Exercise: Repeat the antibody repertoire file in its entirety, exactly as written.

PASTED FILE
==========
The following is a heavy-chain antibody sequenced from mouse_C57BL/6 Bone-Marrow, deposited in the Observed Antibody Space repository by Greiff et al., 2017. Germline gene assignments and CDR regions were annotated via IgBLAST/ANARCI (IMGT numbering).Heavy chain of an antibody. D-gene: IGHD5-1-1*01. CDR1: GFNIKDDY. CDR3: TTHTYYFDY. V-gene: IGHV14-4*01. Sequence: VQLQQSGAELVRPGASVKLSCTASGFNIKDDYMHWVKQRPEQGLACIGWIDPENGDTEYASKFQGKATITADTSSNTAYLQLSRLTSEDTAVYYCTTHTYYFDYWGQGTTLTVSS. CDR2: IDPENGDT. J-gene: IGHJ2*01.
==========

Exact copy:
The following is a heavy-chain antibody sequenced from mouse_C57BL/6 Bone-Marrow, deposited in the Observed Antibody Space repository by Greiff et al., 2017. Germline gene assignments and CDR regions were annotated via IgBLAST/ANARCI (IMGT numbering).Heavy chain of an antibody. D-gene: IGHD5-1-1*01. CDR1: GFNIKDDY. CDR3: TTHTYYFDY. V-gene: IGHV14-4*01. Sequence: VQLQQSGAELVRPGASVKLSCTASGFNIKDDYMHWVKQRPEQGLACIGWIDPENGDTEYASKFQGKATITADTSSNTAYLQLSRLTSEDTAVYYCTTHTYYFDYWGQGTTLTVSS. CDR2: IDPENGDT. J-gene: IGHJ2*01.